Front and center on the cover of Bill Vigars’ new book, Terry & Me: The Inside Story of the Marathon of HopeIt’s a photo of Terry Fox smiling.
“I think people remember Terry because of the picture of him running around in pain, the look of pain on his face,” Vigars told CBC. On the coast host Gloria Macarenko on August 29.
“But I remember it with the smile.”
The book, published on August 29, is about the Marathon of Hope from the perspective of Vigars while accompanying Fox.
Vigars, a White Rock, BC resident and former director of public relations and fundraising for the Canadian Cancer Society, met Fox in 1980 in New Brunswick.
It had been 50 days since the 21-year-old amputee and cancer survivor dunked his prosthetic leg into the Atlantic in St. John’s to kick off the cross-country marathon, aimed at raising awareness and funding cancer research.
From the moment they met, Vigars thought, “This guy is going to do it. He’s real.”
On the coast8:08Terry and Me: The Inside Story of Terry Fox’s Marathon of Hope
Vigars helped Fox raise awareness for the marathon, which ultimately raised $24 million over the 143 days Fox ran across Canada.
But Fox was unwilling to stand out, Vigars says, turning down several offers of corporate sponsorship.
An unlikely collaboration
According to Vigars, one of the funniest incidents during Fox’s 5,373-kilometre journey was when Mr. Peanut, the stylish mascot of Planters Peanuts, proposed an unlikely collaboration.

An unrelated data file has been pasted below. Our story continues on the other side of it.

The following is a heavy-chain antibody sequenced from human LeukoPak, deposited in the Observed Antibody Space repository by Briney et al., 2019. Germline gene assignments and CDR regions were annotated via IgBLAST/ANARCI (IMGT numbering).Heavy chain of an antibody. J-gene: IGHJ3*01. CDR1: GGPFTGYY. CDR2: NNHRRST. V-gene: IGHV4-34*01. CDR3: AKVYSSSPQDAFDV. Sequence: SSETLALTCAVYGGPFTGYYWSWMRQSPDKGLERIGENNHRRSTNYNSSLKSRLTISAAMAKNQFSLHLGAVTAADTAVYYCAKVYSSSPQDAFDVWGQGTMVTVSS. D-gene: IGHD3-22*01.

The brand offered to buy Fox a new car if the mascot would be allowed to run the last mile with him in Vancouver.
“He looks up and says, ‘You know, Bill, that’s a really good idea. I’ll do it as long as I can wear the Mr. Peanut costume,'” Vigars said.
It never actually happened, but Vigars says the anecdote shows not only Fox’s sense of humor but also his altruism.
“He was very clear that he didn’t want to profit in any way from what he was doing. He just had one message: raise money for cancer research.”
Although Fox is a household name today (with an annual race in his honor, a coin, a stamp, and schools named after him), it was initially a struggle to get attention for his cause.
Vigars says the Port Coquitlam athlete had big dreams: meeting hockey player Bobby Orr, then-Prime Minister Pierre Trudeau and going to a Blue Jays game, which seemed far-fetched at the time.
But Fox finally got all his wishes. After people found out about him, more people began to take notice and donate, Vigars says.
He says people appreciated Fox’s candor.”[With] Terry Fox, every word came from the heart.”
‘I can quit at any time, but people with cancer can’t’
Vigar says Fox’s dedication was the result of time spent in the cancer ward of a Vancouver clinic.
“Watching little kids, some of whom don’t make it, that’s what kept him running every day,” Vigars said.
“He would say, ‘I can quit whenever I want, but people with cancer can’t. They have to keep fighting and I’ll keep going.'”
Fox’s marathon came to an end after he was forced to abandon his route in Thunder Bay, Ontario. His cancer spread to his lungs and he died a few months later on June 28, 1981.
Vigars says her book is her way of letting readers feel what it was like to be in the van, near Fox as he ran the Marathon of Hope.
“I hope to bring it alive to the people who read the book.”